KTMJ-CD, as a Junction City-based station, began broadcasting local news programming in 1988, running news updates focusing on Junction City and Manhattan; the station launched a half-hour prime time newscast at 9:00 p.m. in 1995. After KTMJ moved its call letters and operations to Topeka in 2001, the station cancelled its prime time newscast, replacing it with 60- to 90-second news updates on an hourly basis from 8:00 a.m. to 2:00 a.m., anchored primarily by KTMJ news director Gary Brauer.[12]

In April 2007, KTMJ began airing newscasts from fellow Fox affiliate WDAF-TV in Kansas City, simulcasting that station's weekday morning and nightly 9:00 p.m. newscasts. Following New Vision's purchase of KTMJ-CA, KSNT decided to launch Topeka-focused newscasts produced specifically for the station; on October 31, 2008, KSNT replaced the WDAF morning news simulcast with Good Day Live, a two-hour weekday morning newscast at 7:00 a.m., using anchors and meteorologists seen on KSNT's morning newscast. Four months later on February 10, 2009, the prime time news simulcast from WDAF was replaced by a half-hour newscast at 9:00 p.m. on Monday through Friday evenings.[13]

As a result of KTKA's sale to PBC Broadcasting and local marketing agreement with then-KSNT owner New Vision Television, KSNT took over production of KTKA's newscasts, using existing staff from both stations. Newscasts on KSNT, KTKA and KTMJ were relaunched on July 30, under the uniform branding Kansas First News, consisting of the existing KTKA and KTMJ newscasts as well as news simulcasts between KTKA and KSNT;[14] On May 4, 2013, KSNT and KTKA respectively became the second and third (and last) television stations in the Topeka market to begin broadcasting its local newscasts in high definition; the morning and prime time newscasts on KTMJ were included in the upgrade.

On January 26, 2015, KSNT quietly dropped the Kansas First News brand, with the introduction of a new graphics package and news set, as well as a uniform logo scheme for all three stations (consisting of only the station's respective call letters and the logo of their affiliated network; the Fox wordmark in the case of KTMJ-CD), with newscasts on KSNT, KTMJ and KTKA being rebranded as KSNT News. Subsequently, on January 30, KTMJ expanded its 9:00 p.m. newscast to Saturday and Sunday evenings.[15]

Technical information


The station's digital signal is multiplexed:

Channel Video Aspect Short name Programming[16]
43.1 720p 16:9 KTMJ Main KTMJ-CD programming / Fox
43.2 480i Escape Ion Mystery
43.3 Grit Grit
43.4 Laff Laff

Analog-to-digital transition

On September 1, 2010, KTMJ-CA filed an application with the Federal Communications Commission to flash-cut its digital signal into operation on its existing analog allocation on UHF channel 43; the FCC granted a construction permit to build the digital transmitter facility for KTMJ on September 28.[17] On September 29, 2011, KTMJ-CA began broadcasting its programming in high definition.

From June 16, 1982, until the transition to a digital-only signal, the signals of K06KZ (at first), KTMJ-LP and KTMJ-CA (both at the time of the transition), and now KTLJ-CA were audible on radio in the Junction City area on 87.7 FM; television stations broadcasting on VHF channel 6 were audible over this frequency during the analog television era as it coincided with the FM radio band, although this is no longer possible due to the transition to digital television, even for stations that broadcast their digital signals on channel 6. After KTLJ-CA converts to digital, it will become the last television station in Kansas broadcasting on analog channel 6 to cease broadcasting its audio on 87.7 FM radio station (after KSNW translator K06LZ in Salina in 2008, and KWCH satellite KBSD-DT in Dodge City when it switched on the official transition date of June 12, 2009).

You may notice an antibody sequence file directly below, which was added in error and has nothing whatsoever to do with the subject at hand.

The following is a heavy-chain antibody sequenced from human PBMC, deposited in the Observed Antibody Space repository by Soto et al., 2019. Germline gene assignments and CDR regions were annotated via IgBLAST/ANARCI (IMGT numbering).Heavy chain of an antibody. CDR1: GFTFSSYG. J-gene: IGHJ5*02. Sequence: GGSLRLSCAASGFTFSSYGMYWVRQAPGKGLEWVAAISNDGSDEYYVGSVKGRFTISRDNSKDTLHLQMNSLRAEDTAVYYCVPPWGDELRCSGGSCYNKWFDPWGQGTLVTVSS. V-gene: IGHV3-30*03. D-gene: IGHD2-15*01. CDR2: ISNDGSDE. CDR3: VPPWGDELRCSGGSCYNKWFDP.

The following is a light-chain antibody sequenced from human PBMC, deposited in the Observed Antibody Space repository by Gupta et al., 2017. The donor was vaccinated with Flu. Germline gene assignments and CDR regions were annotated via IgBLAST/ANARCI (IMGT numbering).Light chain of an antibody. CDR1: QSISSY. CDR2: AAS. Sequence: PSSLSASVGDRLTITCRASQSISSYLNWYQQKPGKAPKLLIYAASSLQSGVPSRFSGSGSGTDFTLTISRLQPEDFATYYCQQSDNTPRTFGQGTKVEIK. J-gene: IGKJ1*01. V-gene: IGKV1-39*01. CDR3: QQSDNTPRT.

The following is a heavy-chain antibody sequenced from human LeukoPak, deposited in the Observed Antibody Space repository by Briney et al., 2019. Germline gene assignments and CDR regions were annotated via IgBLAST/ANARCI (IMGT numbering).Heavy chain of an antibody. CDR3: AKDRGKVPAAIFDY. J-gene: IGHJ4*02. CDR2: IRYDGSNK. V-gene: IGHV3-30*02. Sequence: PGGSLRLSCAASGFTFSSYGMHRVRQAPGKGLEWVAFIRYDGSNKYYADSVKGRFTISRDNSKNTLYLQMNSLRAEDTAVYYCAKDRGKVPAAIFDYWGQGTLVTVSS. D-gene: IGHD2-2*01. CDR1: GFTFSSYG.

KTMJ-CD operated a translator station that relayed the station's signal to the majority of the Topeka market. KTLJ originally held the KTMJ-CA (originally K06KZ from 1982 to 1995 and KTMJ-LP from 1995 to 2001) call letters, before the channel 43 signal in Topeka took over as the main station. KTLJ-CA had an application to broadcast its digital signal on UHF channel 46 from a transmitter on a tower located off of Liberty Hall Road (west of Junction City) currently occupied by University of Kansas–owned radio station KANV (91.3 FM). The license was canceled on June 1, 2014.[18]

Call sign Channel
(UHF, unless otherwise noted)
Cable channel City of license Transmitter location
(license canceled)
6 (VHF),
87.7 (FM)
Cox Cable 6 (SD),
Cox Digital Cable 2006 (HD)
Junction City southeast of downtown and I-70 / U.S. 40 / K-18
KMJT-LP (license canceled) 15 (UHF) Cox Cable 6 (SD),
Cox Digital Cable 2006 (HD)
Ogden southwest of downtown Manhattan
KETM-LP (license canceled) 17 (UHF) Emporia south of Admire and I-335 / Kansas Turnpike


  1. ^ "Change Main Studio/Control Point Location". Licensing and Management System. Federal Communications Commission. December 9, 2021. Retrieved December 10, 2021.
  2. ^ Michael Hooper (May 13, 2004). "KTMJ relocates offices in Topeka". The Topeka Capital-Journal. Morris Communications. Retrieved August 19, 2015.
  3. ^ "New Vision Buying KTMJ Topeka, KS". TVNewsCheck. NewsCheck Media. July 7, 2008. Retrieved August 17, 2015.
  4. ^ Michael Malone (May 7, 2012). "LIN Acquiring New Vision Stations for $330 Million". Broadcasting & Cable. NewBay Media. Retrieved May 7, 2012.
  5. ^ Harry A. Jessell (February 5, 2011). "Is An ABC-NBC Duopoly Coming To Topeka?". TVNewsCheck. NewsCheck Media. Retrieved August 17, 2015.
  6. ^ "Joint Sales Agreement" (PDF). Federal Communications Commission. May 4, 2012. Retrieved January 26, 2015.
  7. ^ "FCC approves sale of New Vision Television to Lin Media" (PDF). Federal Communications Commission. October 2, 2012.[permanent dead link]
  8. ^ "LIN Completes New Vision Stations Buy". TVNewsCheck. NewsCheck Media. October 12, 2012. Retrieved January 26, 2015.
  9. ^ John Reid Blackwell (March 21, 2014). "MG will combine with LIN TV chain". Richmond Times-Dispatch. BH Media. Retrieved March 22, 2014.
  10. ^ "Media General Completes Merger With LIN Media" (Press release). Media General. Archived from the original on December 19, 2014. Retrieved December 19, 2014.
  11. ^ John Eggerton (December 12, 2014). "FCC Okays Media General/LIN Merger". Broadcasting & Cable. NewBay Media.
  12. ^ Jonna Lorenz (March 14, 2001). "KTMJ moves newscast to Topeka". The Topeka Capital-Journal. Morris Communications. Retrieved August 19, 2015.
  13. ^ Phil Anderson (February 7, 2009). "KTMJ pairs with KSNT for news program". The Topeka Capital-Journal. Morris Communications. Retrieved August 19, 2015.
  14. ^ "KSNT, KTKA combine news forces". The Topeka Capital-Journal. Morris Communications. August 1, 2011. Retrieved August 17, 2015.
  15. ^ Roly Ortega (January 27, 2015). "A Topeka tri-cluster makes news changes in recent months and "Kansas First News" is one of them". Changing Newscasts Blog. WordPress. Retrieved August 18, 2015.
  16. ^ "RabbitEars TV Query for KTMJ-CD". RabbitEars. Retrieved August 17, 2015.
  17. ^ "Application for Authority to Construct or Make Changes or Make Changes in a Television Broadcast Station". U.S. Federal Communications Commission. August 31, 2010.
  18. ^ "Station Search Details". licensing.fcc.gov. Retrieved 2021-12-11.